Future Reflections                                                   Special Issue: Low Vision and Blindness 2005

(back) (contents) (next)

From One Teacher to Another:
When Should A Low Vision Student Switch to Braille?

by Alison Mckee

Brian Kelley and his Braille teacher, Alison Mckee.
Brian Kelley and his Braille teacher, Alison Mckee.

Editor’s Note: The decision to teach Braille to a low vision child is only the beginning of a series of choices that must be made. And those decisions and choices may continue for years after the initial Braille lesson. That’s what Alison Mckee, a teacher of blind students from Wisconsin, discovered. She first shared her story in response to another teacher’s post on the NFB teachers of blind children listserv, <teachvib@nfbnet.org>. I was so impressed when I read the correspondence, that I emailed Mckee and asked for her permission to edit and print it under her name. Not only did she agree, but also she graciously got permission from the student’s family to use his name (Brian Kelley), and she even sent me some pictures. Mckee also sent, at my request, a short biographical sketch about her personal introduction to Braille; a most unusual story which I’ve included at the conclusion of this piece. Here, now, is—from one teacher to another—Mckee’s story about Braille and a low vision student. It begins with a post from a teacher in the Southwest:

Hello everyone,
As a teacher of blind students, I am constantly trying to educate others about blindness and the benefits of Braille. But I need some help. I need some personal experience stories to share with resistant teachers and parents.

We have a few elementary students in our district who can read print material but who also, in my professional opinion, would benefit from Braille. These students have a variety of eye conditions, some of which are considered “stable.”

If you are a dual (print and Braille) reader, please share your experience and the benefits of learning Braille. I would also like feedback from other teachers about teaching Braille to kids who can read print, even regular-size print.

Too often people just look at what’s happening right now and don’t look to the future.

Thanks for your input and help.
_____________

 

 

To: ___________
I cannot respond to your question as a Braille/print reader myself, but I am a teacher of the visually impaired who works with such a student, Brian Kelley. When this young man was first assigned to my caseload (he was in first grade at the time) it was immediately apparent to me that he read print with great difficulty. He hunkered down on the page, his nose to the print, and held one eye shut (to control the nystagmus) while he read with his better eye. I was puzzled. Should a child such as this learn Braille or be allowed to continue on as a print reader? By mid-year I decided that we had better give Braille a try, even though he saw no need for it. By year’s end Brian was doing all of his reading lessons in Braille and most of his writing in Braille. (He was unable to maintain neat, legible writing in print, no matter what I tried.)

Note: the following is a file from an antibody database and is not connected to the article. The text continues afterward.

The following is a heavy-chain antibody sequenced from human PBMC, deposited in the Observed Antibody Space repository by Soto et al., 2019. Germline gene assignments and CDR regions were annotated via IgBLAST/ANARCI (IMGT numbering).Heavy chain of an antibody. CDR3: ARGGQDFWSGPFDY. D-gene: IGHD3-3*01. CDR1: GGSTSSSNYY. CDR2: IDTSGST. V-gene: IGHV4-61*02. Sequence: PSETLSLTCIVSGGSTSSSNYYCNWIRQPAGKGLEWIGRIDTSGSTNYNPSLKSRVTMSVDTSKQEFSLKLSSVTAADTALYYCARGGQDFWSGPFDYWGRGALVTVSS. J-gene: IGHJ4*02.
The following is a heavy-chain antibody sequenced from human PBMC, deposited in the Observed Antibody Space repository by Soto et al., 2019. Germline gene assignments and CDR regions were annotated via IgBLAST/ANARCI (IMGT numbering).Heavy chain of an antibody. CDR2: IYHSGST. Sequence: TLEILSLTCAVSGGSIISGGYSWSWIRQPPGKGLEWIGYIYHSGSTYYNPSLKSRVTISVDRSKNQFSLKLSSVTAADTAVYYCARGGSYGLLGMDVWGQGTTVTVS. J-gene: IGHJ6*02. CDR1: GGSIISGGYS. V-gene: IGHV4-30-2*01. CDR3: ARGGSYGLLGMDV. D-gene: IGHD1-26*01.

We continued with both Braille and print in second grade, but he only used Braille for reading lessons. In third grade he decided he’d prefer to use print one-hundred percent of the time, although he would continue to use his Braille ´n Speak for written work. He enjoyed doing his work in print, but there were problems. He could not write out his math work (which is his strongest subject), he could not readily remember his Braille contractions when he was using both modalities, and there was a limited number of print books he could read given the fact that he needed well-spaced larger type. (This also limited the classroom teacher’s ability to select reading material for the entire reading group.)

In the fourth grade he continued using the Braille/print system we had devised. Mid-year he was assigned a research project. It was extremely trying for him. Everyone had to read to him because there were limited print resources that he could manage on his own. At the end of this assignment, I talked to him about the experience. We discussed how things had gone for him and I raised the question about whether or not it may have been easier for him to work entirely in Braille. He admitted that using Braille would probably have made it easier. We talked about how he still required a scribe (a live person working under his direction) to write his math out and how frustrating this was for him. He acknowledged the truth of this, too. By conversation’s end he was saying that he should “probably” use nothing but Braille the upcoming school year. Once he said that, I then asked him if we should talk this over with other teachers and his parents. He thought that was a good idea, too.